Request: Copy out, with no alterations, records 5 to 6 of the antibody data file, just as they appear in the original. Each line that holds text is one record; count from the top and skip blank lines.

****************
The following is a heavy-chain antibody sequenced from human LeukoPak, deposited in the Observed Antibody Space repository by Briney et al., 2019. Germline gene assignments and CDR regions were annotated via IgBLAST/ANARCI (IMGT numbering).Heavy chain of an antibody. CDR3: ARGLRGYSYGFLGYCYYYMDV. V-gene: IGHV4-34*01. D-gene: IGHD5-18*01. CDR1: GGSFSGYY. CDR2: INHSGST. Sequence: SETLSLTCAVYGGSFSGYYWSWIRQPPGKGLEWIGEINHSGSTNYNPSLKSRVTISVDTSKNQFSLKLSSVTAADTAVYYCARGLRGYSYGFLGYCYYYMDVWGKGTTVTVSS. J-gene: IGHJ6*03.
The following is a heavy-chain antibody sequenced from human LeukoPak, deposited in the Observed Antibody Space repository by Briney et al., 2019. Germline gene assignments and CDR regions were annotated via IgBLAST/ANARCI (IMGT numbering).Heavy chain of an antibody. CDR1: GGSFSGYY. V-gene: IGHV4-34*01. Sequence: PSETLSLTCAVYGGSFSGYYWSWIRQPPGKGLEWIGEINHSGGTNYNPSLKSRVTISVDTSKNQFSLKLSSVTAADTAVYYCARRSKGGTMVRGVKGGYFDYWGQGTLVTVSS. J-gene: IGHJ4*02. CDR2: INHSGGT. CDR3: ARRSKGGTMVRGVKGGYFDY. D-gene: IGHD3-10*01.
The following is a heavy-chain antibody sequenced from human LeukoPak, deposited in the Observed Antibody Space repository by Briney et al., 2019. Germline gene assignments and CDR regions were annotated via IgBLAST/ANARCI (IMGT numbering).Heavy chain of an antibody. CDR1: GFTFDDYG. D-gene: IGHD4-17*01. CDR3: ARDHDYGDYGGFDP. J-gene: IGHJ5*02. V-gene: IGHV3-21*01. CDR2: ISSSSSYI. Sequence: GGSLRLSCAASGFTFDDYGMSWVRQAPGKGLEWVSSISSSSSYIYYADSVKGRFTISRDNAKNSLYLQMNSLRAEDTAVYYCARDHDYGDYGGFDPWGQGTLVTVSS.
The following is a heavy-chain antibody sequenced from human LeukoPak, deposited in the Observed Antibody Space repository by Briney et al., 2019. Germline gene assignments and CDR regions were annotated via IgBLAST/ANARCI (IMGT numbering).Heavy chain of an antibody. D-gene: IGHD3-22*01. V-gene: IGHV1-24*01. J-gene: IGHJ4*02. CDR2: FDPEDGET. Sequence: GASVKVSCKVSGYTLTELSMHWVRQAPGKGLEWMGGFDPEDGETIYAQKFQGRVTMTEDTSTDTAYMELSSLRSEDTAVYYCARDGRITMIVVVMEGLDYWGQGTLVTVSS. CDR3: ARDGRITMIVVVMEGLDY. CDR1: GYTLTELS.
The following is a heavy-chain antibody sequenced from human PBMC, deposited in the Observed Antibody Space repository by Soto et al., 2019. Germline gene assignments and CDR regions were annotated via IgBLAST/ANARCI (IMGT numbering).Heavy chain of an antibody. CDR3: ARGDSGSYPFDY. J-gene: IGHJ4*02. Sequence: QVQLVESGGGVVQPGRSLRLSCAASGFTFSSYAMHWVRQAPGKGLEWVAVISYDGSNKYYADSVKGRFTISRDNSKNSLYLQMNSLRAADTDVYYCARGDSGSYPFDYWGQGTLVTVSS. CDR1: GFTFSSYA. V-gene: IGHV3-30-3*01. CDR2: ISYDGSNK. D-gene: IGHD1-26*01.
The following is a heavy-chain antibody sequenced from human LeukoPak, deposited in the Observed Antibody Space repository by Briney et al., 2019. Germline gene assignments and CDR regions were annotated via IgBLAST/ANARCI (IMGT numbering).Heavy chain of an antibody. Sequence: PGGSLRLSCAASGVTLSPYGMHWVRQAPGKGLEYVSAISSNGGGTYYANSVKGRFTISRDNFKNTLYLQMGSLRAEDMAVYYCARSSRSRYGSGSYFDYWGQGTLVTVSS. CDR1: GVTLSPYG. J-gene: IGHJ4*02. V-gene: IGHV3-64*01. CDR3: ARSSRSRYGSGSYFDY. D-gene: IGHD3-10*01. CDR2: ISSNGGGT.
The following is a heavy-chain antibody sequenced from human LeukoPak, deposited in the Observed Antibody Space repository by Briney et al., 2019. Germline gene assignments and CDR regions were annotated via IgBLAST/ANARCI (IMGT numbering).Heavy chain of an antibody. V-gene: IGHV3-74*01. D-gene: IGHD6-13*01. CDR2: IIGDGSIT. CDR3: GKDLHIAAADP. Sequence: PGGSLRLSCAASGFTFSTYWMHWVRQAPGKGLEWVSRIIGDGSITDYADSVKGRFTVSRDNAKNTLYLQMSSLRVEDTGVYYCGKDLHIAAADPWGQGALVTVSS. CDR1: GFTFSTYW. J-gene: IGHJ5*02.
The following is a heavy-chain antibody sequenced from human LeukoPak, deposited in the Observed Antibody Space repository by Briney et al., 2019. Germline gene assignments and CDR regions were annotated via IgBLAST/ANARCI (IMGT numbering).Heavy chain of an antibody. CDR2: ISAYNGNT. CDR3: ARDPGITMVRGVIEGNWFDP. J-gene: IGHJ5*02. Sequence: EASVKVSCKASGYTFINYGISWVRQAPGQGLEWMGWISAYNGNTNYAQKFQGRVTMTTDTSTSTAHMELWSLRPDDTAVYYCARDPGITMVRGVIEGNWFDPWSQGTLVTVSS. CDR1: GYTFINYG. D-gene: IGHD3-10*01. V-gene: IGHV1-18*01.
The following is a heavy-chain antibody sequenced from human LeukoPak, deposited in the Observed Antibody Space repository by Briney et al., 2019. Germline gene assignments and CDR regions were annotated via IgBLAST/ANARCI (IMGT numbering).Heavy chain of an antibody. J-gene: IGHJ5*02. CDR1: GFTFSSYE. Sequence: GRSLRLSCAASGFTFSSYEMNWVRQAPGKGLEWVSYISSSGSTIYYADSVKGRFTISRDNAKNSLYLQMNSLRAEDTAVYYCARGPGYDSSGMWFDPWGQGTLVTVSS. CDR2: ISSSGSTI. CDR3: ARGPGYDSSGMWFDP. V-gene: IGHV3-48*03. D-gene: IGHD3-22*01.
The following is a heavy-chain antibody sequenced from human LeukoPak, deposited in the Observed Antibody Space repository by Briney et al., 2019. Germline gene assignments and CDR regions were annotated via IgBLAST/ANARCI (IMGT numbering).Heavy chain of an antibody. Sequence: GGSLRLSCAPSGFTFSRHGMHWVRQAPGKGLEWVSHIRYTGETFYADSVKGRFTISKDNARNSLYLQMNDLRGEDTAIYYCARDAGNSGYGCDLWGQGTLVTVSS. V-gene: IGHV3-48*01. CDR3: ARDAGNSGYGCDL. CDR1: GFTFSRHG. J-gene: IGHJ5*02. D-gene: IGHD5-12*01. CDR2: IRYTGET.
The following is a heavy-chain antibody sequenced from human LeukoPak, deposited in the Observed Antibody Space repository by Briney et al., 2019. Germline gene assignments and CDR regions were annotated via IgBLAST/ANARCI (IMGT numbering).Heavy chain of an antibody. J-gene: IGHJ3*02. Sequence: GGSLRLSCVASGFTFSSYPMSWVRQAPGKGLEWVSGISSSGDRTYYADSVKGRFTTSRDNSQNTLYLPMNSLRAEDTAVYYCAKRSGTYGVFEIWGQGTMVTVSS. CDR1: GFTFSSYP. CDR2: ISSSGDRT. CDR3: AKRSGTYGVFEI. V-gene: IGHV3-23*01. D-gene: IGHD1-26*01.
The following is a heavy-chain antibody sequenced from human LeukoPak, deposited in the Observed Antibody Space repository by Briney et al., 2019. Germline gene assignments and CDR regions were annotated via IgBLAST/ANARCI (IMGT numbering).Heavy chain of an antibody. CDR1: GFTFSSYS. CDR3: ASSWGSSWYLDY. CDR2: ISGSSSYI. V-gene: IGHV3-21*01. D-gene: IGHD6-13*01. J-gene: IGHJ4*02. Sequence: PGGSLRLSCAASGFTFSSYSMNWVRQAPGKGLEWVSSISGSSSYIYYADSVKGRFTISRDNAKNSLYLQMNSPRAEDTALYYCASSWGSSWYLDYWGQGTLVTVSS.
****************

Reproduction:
The following is a heavy-chain antibody sequenced from human PBMC, deposited in the Observed Antibody Space repository by Soto et al., 2019. Germline gene assignments and CDR regions were annotated via IgBLAST/ANARCI (IMGT numbering).Heavy chain of an antibody. CDR3: ARGDSGSYPFDY. J-gene: IGHJ4*02. Sequence: QVQLVESGGGVVQPGRSLRLSCAASGFTFSSYAMHWVRQAPGKGLEWVAVISYDGSNKYYADSVKGRFTISRDNSKNSLYLQMNSLRAADTDVYYCARGDSGSYPFDYWGQGTLVTVSS. CDR1: GFTFSSYA. V-gene: IGHV3-30-3*01. CDR2: ISYDGSNK. D-gene: IGHD1-26*01.
The following is a heavy-chain antibody sequenced from human LeukoPak, deposited in the Observed Antibody Space repository by Briney et al., 2019. Germline gene assignments and CDR regions were annotated via IgBLAST/ANARCI (IMGT numbering).Heavy chain of an antibody. Sequence: PGGSLRLSCAASGVTLSPYGMHWVRQAPGKGLEYVSAISSNGGGTYYANSVKGRFTISRDNFKNTLYLQMGSLRAEDMAVYYCARSSRSRYGSGSYFDYWGQGTLVTVSS. CDR1: GVTLSPYG. J-gene: IGHJ4*02. V-gene: IGHV3-64*01. CDR3: ARSSRSRYGSGSYFDY. D-gene: IGHD3-10*01. CDR2: ISSNGGGT.